The Commission and the City Council will now examine the regulatory text for the final green light scheduled for the summer.

“We are the first in the world to introduce this system, and we are aware that not everything will work well from the beginning, but we will be ready to improve in the course of work. We want to guarantee the tourist the best quality of the visit and make sure that the city is able to give visitors all the services they need”, said Tourism Secretary Simone Venturini.

READ ALSO: After flooding and coronavirus, is it time Venice stopped relying on tourism?

How much will I have to pay?

The contributo di acesso, or access contribution, will cost from €3 to €10, depending on factors such as tourism numbers for the day and season.

The city will determine a certain threshold of tourists, after which people will be required to pay higher sums. Travellers are encouraged to book in advance to avoid price increases.

Does the payment have to be made in advance?

The government said that nobody would be denied entry to Venice, meaning a pre-registration is not necessary. However, the mayor said that those who book their visit in advance would be “rewarded”. The reward will likely discount the fee.

How will the system work? Where do I pay?

According to the City of Venice, the payment is an alternative to the city tax. It will be required from every person that goes to the old city centre of Venice, as well as other major tourist destinations and islands in the region.

READ ALSO: 16 surprising facts about Venice to mark 16 centuries of the lagoon city

A single payment guarantees access to the old town and the smaller islands.

Tourists will be able to pay through an online and “multilingual” platform where they will receive a QR code to present in case of controls. Tickets should also be available to buy in connection with public transport – so if you are arriving by train, it will be possible to buy the train ticket and the entry pass together.

Who is excluded or exempt from the payment?

There are several exceptions to the payment, according to the website. Among them are residents from the Comune di Venezia, those who work or study there, and those who own homes in the city.

Additionally, exceptions include those born in the Comune di Venezia, children under six years of age, people with disabilities and their accompanying person, public workers, volunteers, people visiting family members, prisoners, or attending funerals, and many others.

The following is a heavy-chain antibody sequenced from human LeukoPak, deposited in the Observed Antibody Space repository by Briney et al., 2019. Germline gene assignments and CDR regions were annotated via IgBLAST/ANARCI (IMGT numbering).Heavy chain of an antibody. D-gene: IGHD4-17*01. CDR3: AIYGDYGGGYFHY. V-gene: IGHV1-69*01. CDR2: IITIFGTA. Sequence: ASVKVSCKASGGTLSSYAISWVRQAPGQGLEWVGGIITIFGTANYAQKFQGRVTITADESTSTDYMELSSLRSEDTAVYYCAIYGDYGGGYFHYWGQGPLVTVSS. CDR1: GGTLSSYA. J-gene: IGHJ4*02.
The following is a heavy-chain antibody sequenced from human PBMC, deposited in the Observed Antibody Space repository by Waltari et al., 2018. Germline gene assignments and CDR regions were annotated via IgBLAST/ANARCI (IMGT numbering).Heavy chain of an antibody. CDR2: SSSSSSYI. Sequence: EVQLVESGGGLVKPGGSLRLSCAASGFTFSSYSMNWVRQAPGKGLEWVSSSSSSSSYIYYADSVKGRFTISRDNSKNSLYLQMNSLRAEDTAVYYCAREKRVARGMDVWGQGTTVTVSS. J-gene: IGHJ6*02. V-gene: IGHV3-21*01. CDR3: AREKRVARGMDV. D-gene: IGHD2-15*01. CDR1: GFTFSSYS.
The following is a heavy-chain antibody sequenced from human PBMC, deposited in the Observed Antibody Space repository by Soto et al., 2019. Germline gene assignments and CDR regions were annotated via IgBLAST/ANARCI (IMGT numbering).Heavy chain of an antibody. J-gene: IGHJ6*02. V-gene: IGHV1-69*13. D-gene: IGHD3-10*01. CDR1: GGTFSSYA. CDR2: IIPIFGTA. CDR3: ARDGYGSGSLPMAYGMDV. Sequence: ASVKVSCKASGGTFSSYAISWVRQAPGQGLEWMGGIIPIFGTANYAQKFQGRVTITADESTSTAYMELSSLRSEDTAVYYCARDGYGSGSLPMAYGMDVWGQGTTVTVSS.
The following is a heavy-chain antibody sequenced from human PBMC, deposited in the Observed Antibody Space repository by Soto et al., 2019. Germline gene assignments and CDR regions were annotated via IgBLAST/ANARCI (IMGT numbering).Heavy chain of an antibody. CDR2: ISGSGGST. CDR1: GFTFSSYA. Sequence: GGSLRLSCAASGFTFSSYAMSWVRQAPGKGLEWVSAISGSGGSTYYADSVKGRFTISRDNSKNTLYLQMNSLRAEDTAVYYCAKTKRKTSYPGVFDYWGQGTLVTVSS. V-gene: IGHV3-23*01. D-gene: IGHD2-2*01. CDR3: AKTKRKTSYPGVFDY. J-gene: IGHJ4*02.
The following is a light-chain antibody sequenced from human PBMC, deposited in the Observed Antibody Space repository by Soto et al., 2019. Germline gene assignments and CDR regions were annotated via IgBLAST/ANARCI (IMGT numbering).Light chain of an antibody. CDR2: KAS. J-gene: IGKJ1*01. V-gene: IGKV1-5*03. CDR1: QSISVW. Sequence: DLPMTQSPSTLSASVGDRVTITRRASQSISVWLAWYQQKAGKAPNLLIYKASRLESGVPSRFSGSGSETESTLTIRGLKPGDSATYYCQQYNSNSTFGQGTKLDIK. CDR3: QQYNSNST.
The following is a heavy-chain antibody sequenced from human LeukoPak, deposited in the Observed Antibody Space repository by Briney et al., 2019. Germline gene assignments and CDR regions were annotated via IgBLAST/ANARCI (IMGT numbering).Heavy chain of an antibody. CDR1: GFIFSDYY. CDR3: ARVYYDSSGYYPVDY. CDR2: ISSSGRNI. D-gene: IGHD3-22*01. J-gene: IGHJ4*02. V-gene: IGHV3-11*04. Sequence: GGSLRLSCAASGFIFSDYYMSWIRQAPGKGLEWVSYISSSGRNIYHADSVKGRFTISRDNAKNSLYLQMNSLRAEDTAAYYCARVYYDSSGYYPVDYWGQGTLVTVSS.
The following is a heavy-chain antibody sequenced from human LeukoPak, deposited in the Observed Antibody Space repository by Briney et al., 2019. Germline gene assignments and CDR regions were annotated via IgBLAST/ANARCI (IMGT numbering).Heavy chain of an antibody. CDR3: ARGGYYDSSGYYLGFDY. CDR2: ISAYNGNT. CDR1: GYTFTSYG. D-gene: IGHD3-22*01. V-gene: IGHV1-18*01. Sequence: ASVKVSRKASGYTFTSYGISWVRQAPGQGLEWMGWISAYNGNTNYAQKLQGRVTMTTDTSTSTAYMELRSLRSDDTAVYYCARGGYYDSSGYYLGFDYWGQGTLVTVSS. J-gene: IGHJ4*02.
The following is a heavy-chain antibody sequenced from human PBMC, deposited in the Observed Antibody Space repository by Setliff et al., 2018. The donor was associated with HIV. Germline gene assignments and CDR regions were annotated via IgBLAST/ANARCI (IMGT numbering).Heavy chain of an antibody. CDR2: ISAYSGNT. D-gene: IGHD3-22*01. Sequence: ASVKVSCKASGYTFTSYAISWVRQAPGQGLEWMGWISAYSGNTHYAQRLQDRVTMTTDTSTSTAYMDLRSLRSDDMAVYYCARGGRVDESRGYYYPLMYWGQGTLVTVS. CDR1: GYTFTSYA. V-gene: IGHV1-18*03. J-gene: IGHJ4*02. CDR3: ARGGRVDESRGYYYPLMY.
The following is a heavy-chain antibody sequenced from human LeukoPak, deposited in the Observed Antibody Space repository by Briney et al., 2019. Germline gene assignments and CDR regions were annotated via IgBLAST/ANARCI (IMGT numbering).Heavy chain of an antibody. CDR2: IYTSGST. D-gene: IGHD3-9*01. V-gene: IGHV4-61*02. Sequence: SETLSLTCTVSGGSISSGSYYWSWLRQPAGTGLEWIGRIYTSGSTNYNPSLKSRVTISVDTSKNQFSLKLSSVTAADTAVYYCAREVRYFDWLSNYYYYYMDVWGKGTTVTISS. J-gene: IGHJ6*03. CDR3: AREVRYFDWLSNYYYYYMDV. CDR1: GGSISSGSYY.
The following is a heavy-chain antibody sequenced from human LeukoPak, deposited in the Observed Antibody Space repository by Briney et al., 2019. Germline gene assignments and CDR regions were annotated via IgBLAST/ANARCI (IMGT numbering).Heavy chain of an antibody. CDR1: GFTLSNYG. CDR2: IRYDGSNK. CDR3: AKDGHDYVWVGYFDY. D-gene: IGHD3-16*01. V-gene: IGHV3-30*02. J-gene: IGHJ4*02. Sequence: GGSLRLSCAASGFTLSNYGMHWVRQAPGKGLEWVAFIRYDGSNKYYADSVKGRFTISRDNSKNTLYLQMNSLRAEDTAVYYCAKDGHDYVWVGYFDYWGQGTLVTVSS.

Residents of the Veneto region “up to the thresholds that will be set by a specific Council resolution” are also exempt.

Those who stay overnight and, therefore, already pay the city tax through their hotel or short-term rental booking are also exempt from the fee.

The city of Murano, in the metropolitan region of Venice (Photo by Claudio Schwarz on Unsplash)

What about people arriving on cruises?

Venice is a very popular stop for cruise ships and people visiting the city on a cruise tour will also have to pay the fee as they disembark in the old town. However, the City of Venice said they might determine a lump-sum measure in agreement with the relevant carriers.

READ ALSO: OPINION: Why more of Italy’s top destinations must limit tourist numbers

Which smaller islands are included?

Only one ticket and payment is required for those travelling to multiple islands, including Venice. The islands that are part of the group are:

  • Lido di Venezia
  • Pellestrina
  • Murano
  • Burano
  • Torcello
  • Sant’Erasmo
  • Mazzorbo
  • Mazzorbetto
  • Vignole
  • S. Andrea
  • La certosa
  • S. Servolo
  • S. Clemente
  • Poveglia

What if I simply don’t pay?

If you fail to produce proof of payment or that you are exempt from the fee, the sanction is from €50 to €300. The fine is the same in the case of people making false statements trying to obtain exemptions or reductions.

Additionally, visitors who don’t pay in advance will have to pay the full €10 fee.

For more info click here.